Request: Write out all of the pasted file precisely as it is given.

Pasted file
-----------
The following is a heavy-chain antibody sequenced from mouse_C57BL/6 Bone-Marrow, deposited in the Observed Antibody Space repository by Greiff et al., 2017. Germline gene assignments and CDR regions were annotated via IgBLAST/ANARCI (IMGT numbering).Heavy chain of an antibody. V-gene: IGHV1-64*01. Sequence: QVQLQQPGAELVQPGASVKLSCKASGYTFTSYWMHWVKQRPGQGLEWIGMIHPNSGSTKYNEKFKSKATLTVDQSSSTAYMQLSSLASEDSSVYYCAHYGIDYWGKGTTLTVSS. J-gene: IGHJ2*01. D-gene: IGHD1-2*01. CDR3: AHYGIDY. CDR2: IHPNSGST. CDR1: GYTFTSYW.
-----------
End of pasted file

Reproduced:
The following is a heavy-chain antibody sequenced from mouse_C57BL/6 Bone-Marrow, deposited in the Observed Antibody Space repository by Greiff et al., 2017. Germline gene assignments and CDR regions were annotated via IgBLAST/ANARCI (IMGT numbering).Heavy chain of an antibody. V-gene: IGHV1-64*01. Sequence: QVQLQQPGAELVQPGASVKLSCKASGYTFTSYWMHWVKQRPGQGLEWIGMIHPNSGSTKYNEKFKSKATLTVDQSSSTAYMQLSSLASEDSSVYYCAHYGIDYWGKGTTLTVSS. J-gene: IGHJ2*01. D-gene: IGHD1-2*01. CDR3: AHYGIDY. CDR2: IHPNSGST. CDR1: GYTFTSYW.